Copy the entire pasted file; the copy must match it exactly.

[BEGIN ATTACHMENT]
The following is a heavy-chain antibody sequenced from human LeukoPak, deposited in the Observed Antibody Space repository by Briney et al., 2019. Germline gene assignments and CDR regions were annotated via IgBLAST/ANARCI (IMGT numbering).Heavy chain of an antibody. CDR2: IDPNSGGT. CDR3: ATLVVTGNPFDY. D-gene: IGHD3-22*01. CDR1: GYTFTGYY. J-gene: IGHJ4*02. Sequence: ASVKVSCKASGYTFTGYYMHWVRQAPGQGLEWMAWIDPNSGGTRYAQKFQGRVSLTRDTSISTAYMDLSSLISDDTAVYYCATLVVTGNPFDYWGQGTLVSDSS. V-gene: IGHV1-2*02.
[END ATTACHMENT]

The following is a heavy-chain antibody sequenced from human LeukoPak, deposited in the Observed Antibody Space repository by Briney et al., 2019. Germline gene assignments and CDR regions were annotated via IgBLAST/ANARCI (IMGT numbering).Heavy chain of an antibody. CDR2: IDPNSGGT. CDR3: ATLVVTGNPFDY. D-gene: IGHD3-22*01. CDR1: GYTFTGYY. J-gene: IGHJ4*02. Sequence: ASVKVSCKASGYTFTGYYMHWVRQAPGQGLEWMAWIDPNSGGTRYAQKFQGRVSLTRDTSISTAYMDLSSLISDDTAVYYCATLVVTGNPFDYWGQGTLVSDSS. V-gene: IGHV1-2*02.